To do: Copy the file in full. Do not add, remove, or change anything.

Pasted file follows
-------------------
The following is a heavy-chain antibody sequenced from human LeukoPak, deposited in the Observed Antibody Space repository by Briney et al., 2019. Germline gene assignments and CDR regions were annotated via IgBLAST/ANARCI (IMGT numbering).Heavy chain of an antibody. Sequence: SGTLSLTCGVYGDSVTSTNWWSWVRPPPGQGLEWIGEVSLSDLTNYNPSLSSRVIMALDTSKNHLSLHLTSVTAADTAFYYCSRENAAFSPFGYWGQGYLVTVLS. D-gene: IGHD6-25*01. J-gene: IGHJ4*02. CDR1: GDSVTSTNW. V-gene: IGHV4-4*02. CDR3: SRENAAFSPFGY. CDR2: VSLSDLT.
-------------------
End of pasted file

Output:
The following is a heavy-chain antibody sequenced from human LeukoPak, deposited in the Observed Antibody Space repository by Briney et al., 2019. Germline gene assignments and CDR regions were annotated via IgBLAST/ANARCI (IMGT numbering).Heavy chain of an antibody. Sequence: SGTLSLTCGVYGDSVTSTNWWSWVRPPPGQGLEWIGEVSLSDLTNYNPSLSSRVIMALDTSKNHLSLHLTSVTAADTAFYYCSRENAAFSPFGYWGQGYLVTVLS. D-gene: IGHD6-25*01. J-gene: IGHJ4*02. CDR1: GDSVTSTNW. V-gene: IGHV4-4*02. CDR3: SRENAAFSPFGY. CDR2: VSLSDLT.